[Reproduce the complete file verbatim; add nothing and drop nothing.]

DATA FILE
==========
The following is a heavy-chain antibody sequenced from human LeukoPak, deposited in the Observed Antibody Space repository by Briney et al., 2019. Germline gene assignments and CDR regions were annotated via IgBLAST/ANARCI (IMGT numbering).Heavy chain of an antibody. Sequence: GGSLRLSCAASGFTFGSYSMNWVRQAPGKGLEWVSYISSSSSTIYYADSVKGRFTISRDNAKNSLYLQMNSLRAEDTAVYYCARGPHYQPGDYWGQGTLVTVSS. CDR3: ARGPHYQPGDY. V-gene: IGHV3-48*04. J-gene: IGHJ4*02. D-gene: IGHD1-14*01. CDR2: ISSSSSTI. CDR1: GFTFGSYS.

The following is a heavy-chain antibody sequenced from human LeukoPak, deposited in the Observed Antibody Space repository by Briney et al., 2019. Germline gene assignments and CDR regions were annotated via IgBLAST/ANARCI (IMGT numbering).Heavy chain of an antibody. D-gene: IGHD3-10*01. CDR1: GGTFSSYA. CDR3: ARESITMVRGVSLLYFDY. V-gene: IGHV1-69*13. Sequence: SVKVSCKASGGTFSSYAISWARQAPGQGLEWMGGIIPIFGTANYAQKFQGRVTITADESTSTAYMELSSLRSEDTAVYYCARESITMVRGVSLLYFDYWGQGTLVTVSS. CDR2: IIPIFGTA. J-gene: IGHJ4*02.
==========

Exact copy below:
The following is a heavy-chain antibody sequenced from human LeukoPak, deposited in the Observed Antibody Space repository by Briney et al., 2019. Germline gene assignments and CDR regions were annotated via IgBLAST/ANARCI (IMGT numbering).Heavy chain of an antibody. Sequence: GGSLRLSCAASGFTFGSYSMNWVRQAPGKGLEWVSYISSSSSTIYYADSVKGRFTISRDNAKNSLYLQMNSLRAEDTAVYYCARGPHYQPGDYWGQGTLVTVSS. CDR3: ARGPHYQPGDY. V-gene: IGHV3-48*04. J-gene: IGHJ4*02. D-gene: IGHD1-14*01. CDR2: ISSSSSTI. CDR1: GFTFGSYS.

The following is a heavy-chain antibody sequenced from human LeukoPak, deposited in the Observed Antibody Space repository by Briney et al., 2019. Germline gene assignments and CDR regions were annotated via IgBLAST/ANARCI (IMGT numbering).Heavy chain of an antibody. D-gene: IGHD3-10*01. CDR1: GGTFSSYA. CDR3: ARESITMVRGVSLLYFDY. V-gene: IGHV1-69*13. Sequence: SVKVSCKASGGTFSSYAISWARQAPGQGLEWMGGIIPIFGTANYAQKFQGRVTITADESTSTAYMELSSLRSEDTAVYYCARESITMVRGVSLLYFDYWGQGTLVTVSS. CDR2: IIPIFGTA. J-gene: IGHJ4*02.